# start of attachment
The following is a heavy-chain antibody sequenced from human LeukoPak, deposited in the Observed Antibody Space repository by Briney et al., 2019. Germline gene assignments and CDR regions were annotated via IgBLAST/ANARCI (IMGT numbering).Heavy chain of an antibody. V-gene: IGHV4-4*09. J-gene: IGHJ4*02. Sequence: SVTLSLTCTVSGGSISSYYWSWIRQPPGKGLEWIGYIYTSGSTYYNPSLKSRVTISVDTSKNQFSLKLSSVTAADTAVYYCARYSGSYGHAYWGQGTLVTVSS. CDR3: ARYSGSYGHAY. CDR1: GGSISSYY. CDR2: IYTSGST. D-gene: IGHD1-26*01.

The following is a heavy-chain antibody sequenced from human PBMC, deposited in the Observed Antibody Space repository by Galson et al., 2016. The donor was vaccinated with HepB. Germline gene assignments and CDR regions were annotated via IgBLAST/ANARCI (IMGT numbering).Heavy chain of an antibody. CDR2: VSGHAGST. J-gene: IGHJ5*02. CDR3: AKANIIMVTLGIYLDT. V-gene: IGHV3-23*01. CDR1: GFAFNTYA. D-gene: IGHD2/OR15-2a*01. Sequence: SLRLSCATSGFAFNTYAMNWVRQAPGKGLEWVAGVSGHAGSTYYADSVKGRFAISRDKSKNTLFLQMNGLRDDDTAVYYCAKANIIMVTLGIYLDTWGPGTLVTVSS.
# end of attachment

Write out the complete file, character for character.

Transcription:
The following is a heavy-chain antibody sequenced from human LeukoPak, deposited in the Observed Antibody Space repository by Briney et al., 2019. Germline gene assignments and CDR regions were annotated via IgBLAST/ANARCI (IMGT numbering).Heavy chain of an antibody. V-gene: IGHV4-4*09. J-gene: IGHJ4*02. Sequence: SVTLSLTCTVSGGSISSYYWSWIRQPPGKGLEWIGYIYTSGSTYYNPSLKSRVTISVDTSKNQFSLKLSSVTAADTAVYYCARYSGSYGHAYWGQGTLVTVSS. CDR3: ARYSGSYGHAY. CDR1: GGSISSYY. CDR2: IYTSGST. D-gene: IGHD1-26*01.

The following is a heavy-chain antibody sequenced from human PBMC, deposited in the Observed Antibody Space repository by Galson et al., 2016. The donor was vaccinated with HepB. Germline gene assignments and CDR regions were annotated via IgBLAST/ANARCI (IMGT numbering).Heavy chain of an antibody. CDR2: VSGHAGST. J-gene: IGHJ5*02. CDR3: AKANIIMVTLGIYLDT. V-gene: IGHV3-23*01. CDR1: GFAFNTYA. D-gene: IGHD2/OR15-2a*01. Sequence: SLRLSCATSGFAFNTYAMNWVRQAPGKGLEWVAGVSGHAGSTYYADSVKGRFAISRDKSKNTLFLQMNGLRDDDTAVYYCAKANIIMVTLGIYLDTWGPGTLVTVSS.